With a seared exterior and soft, tender interior, scallops have a mild flavor that complement a rich, buttery wine sauce.
With a seared exterior and soft, tender interior, scallops have a mild flavor that complement a rich, buttery wine sauce. There are a few insider tricks to ensuring that scallops come out crispy on the outside yet tender on the inside. First, preheat the skillet, so it is nice and hot before adding the scallops. This speeds up the cooking time to create a sear rather than simply steaming the scallops.
Second, be sure to add salt and pepper the scallops only just before throwing them in the pan. Salt draws out the moisture, but the scallops will steam if salted and left out for too long. And last — but not least — as soon as the scallops hit the pan, do not touch them or move them around with tongs. When you're finished cooking the scallops, don't overlook the fond (crispy pieces stuck to the bottom of the pan). That's concentrated flavor right there, so don't throw it all away! Instead, I recommend deglazing the pan with wine to make a speedy sauce. In addition to boosting the flavor of sauces, deglazing a pan also reduces cleaning time. So stop furiously scrubbing your pans at the end of the night, and start deglazing!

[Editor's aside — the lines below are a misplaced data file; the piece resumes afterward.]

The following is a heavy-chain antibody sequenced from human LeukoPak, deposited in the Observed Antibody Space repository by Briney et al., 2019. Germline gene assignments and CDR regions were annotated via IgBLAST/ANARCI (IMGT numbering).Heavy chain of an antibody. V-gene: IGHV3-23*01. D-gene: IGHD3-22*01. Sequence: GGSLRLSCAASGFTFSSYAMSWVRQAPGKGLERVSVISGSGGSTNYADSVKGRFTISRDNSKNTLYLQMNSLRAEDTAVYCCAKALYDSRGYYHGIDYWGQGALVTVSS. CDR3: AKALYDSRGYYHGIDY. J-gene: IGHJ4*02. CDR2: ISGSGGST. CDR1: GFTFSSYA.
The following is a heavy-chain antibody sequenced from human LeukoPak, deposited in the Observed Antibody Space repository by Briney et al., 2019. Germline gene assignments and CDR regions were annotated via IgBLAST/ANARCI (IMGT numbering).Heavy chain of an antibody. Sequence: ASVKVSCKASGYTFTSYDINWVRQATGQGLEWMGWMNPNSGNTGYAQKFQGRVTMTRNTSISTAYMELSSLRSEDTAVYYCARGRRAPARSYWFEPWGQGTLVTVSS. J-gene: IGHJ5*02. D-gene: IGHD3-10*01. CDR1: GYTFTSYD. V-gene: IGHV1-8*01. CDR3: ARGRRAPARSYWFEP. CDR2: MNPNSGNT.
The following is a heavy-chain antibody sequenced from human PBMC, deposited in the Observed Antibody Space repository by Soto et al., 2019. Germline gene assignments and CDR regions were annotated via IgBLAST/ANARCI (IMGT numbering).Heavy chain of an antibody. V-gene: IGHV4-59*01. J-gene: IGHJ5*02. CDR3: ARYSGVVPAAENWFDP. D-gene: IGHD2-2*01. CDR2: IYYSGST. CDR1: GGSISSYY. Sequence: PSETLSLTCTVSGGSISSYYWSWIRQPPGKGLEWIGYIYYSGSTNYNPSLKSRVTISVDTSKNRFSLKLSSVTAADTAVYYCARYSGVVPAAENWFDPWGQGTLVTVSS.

This particular scallop recipe goes with just about any starch. Stir in whatever leftover herbs you have, spoon over extra sauce, and let the starch soak up the gloriously buttery, herby flavors. See the scallop recipe.